Trucks without safety valve’ll no longer load fuel, FRSC insists
By Michael Eboh
Chairman of Major Oil Marketers Association of Nigeria, MOMAN, Mr Adetunji Oyebanji, Thursday, disclosed that 80 per cent of the about 10,000 trucks transporting petroleum products across the country lacked critical safety features that are needed for safe transportation of the products by road.
This was as Corps Marshall of the Federal Road Safety Corps, FRSC, Dr Boboye Oyeyemi, stated that it is set to begin the enforcement of ‘no-safety-vale-no-loading policy’ to stem the alarming cases of killings on the roads caused by tankers and trucks.
Speaking in Abuja, at the ‘Truck Renewal Workshop’ organized by MOMAN and Nigerian Association of Road Transport Owners, NARTO, Oyebanji stated that the association was in talks with NARTO to discuss issues bordering on fleet renewal, aimed at ensuring the replacement of trucks in the fleet of transporters, which do not meet the safety requirements designated for the transportation of dangerous goods, such as petrol.
“With about ten thousand trucks involved all over the country hauling products majorly from the south to the north and about 80 per cent of these trucks do not have anti-skid, anti-rollover, anti-spill protection, automatic braking systems, onboard cameras and onboard tracking system required for safe transportation of petroleum products by road,” he explained.
Oyebanji, who affirmed that pipeline remained the most effective and efficient means of transporting petroleum products, however, stated that the idea of a ‘Truck renewal Plan’ was not novel to Nigeria, as it had been carried out in neighboring countries, whose trucks boast the requirement of safe petroleum transportation.
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He said: “All over the world, the transportation of petroleum products is carried out by pipelines, rails, and roads. The movement of the product by pipeline is considered the most efficient and safest compared to rail and road. The pipeline system, which was used in the early 1990s in Nigeria, had to be discontinued due to integrity issues on the pipeline which made road transportation become the major means of petroleum transportation in today’s Nigeria.
“MOMAN and NARTO believe that with the right framework the gradual replacement of unsafe trucks within the industry is possible. MOMAN had collaborated with Federal Road Safety Corps, FRSC, in the past, to ensure adequate training of drivers and regular technical integrity inspection of trucks used in hauling products from our depots and we wish to extend this collaboration by replacing substandard trucks in the system that have been responsible for some accident mishap in recent times.”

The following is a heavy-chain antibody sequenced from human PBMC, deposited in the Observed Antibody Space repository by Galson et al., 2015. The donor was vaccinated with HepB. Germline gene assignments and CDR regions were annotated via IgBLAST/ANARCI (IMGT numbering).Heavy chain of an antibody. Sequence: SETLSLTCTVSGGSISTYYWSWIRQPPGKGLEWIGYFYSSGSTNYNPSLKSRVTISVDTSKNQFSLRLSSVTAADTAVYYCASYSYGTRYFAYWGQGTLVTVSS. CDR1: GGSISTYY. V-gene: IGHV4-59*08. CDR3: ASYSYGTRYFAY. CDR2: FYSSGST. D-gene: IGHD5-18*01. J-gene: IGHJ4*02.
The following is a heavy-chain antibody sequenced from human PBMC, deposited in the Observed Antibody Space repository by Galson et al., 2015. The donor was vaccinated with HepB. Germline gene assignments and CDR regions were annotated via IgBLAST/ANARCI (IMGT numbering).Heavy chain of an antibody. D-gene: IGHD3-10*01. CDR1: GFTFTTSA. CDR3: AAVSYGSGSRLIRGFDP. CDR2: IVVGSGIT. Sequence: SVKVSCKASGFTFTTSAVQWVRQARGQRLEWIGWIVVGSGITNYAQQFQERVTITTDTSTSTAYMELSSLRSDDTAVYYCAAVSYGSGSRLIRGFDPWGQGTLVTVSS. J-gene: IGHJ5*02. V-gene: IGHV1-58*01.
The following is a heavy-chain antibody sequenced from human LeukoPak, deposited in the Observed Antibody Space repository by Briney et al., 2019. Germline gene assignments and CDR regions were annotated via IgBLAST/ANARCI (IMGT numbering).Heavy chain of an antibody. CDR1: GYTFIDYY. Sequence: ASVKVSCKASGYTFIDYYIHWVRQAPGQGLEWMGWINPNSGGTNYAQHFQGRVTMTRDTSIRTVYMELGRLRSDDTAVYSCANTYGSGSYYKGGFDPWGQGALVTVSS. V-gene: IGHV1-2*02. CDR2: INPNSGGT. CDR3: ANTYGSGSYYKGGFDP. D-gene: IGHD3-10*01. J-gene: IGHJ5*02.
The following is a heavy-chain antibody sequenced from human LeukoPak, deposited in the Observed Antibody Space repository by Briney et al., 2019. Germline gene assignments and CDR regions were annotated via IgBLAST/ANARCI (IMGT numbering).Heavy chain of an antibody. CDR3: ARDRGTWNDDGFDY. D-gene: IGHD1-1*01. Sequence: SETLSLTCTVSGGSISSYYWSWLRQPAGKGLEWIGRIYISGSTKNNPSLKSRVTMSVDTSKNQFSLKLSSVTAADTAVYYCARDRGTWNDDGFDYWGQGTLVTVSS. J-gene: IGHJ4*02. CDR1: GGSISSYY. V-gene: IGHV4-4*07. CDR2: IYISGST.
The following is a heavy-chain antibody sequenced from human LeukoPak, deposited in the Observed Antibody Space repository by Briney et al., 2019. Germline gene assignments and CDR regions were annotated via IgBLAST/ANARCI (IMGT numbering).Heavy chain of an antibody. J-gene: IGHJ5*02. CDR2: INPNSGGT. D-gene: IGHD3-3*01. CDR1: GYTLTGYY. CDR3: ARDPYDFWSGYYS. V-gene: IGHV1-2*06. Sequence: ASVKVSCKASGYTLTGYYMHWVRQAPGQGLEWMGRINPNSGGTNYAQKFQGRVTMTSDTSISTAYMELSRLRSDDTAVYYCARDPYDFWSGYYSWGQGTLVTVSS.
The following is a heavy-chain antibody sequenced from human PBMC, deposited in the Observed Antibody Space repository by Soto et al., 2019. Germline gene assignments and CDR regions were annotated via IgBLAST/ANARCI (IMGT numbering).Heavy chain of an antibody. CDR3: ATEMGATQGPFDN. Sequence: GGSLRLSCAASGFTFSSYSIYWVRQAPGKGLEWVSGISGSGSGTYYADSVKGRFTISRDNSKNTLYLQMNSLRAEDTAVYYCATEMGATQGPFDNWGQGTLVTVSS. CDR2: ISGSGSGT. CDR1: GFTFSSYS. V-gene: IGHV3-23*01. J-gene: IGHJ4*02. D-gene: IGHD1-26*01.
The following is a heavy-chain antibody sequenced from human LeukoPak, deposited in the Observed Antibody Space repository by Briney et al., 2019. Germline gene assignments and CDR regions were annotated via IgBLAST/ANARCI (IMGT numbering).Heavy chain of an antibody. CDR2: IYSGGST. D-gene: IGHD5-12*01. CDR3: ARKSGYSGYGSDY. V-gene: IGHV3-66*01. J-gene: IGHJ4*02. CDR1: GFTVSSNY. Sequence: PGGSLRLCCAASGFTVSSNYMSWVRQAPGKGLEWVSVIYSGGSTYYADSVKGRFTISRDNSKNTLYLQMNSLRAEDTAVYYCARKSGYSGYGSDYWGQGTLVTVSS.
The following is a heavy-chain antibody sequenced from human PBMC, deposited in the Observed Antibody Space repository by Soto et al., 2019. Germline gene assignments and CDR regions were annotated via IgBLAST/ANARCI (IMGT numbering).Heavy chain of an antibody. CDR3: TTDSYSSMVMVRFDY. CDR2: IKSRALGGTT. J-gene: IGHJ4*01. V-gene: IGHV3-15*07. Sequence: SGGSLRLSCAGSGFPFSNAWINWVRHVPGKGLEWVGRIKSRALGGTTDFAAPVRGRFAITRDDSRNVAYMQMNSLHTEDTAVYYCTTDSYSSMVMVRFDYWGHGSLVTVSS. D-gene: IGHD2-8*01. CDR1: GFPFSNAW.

Oyebanji disclosed that the collaboration between NARTO and MOMAN became critical in the downstream sector of the petroleum industry, especially as the country moves into deregulation, where distribution margins are no longer guaranteed as efficiency in distribution and freight rate would be key parameters that will determine marketers that would stay competitive and afloat.
According to him, any marketer that is unable to manage her cost would fold up as they would have to compete with one another both in sales and distribution cost.
Also speaking, Minister of State for Transportation, Senator Gbemisola Saraki, blamed most of the road accidents on human factors, stating that these crashes could have been avoided if drivers were disciplined enough while on the road.
Saraki, who was represented by Assistant Director, Mass Transit Administration, Mrs Angela Keyede, expressed shock that road crashes had become a serious epidemic in Nigeria, producing more deaths than HIV/AIDs and Tuberculosis, TB, put together annually.
The minister stated that developing a strategic plan for controlling trucks on our roads and major highways is imperative, adding that one of the strategic plans is the development of Truck Transit Parks.
Going forward, she disclosed that as a way of enhancing transport safety in the country, drivers, particularly truck drivers must exhibit a positive attitude while driving.
In addition, Oyeyemi stated that all requirements stipulated in the Safe-To-Load, STL, programme including safety valve installation should be adhered to.
Oyeyemi, who bemoaned the fact that the country records an average of one accident per week, with an average of 90 deaths per week, adding that 90 per cent of articulated vehicles in the country are more than 30 years, requiring replacement.
He added that, henceforth, safety procedures at the loading bay and delivery ports would not be compromised, stating that conspicuous display of product labels and hazard levels must be implemented in line with the Agreement for Dangerous Roads (ADR).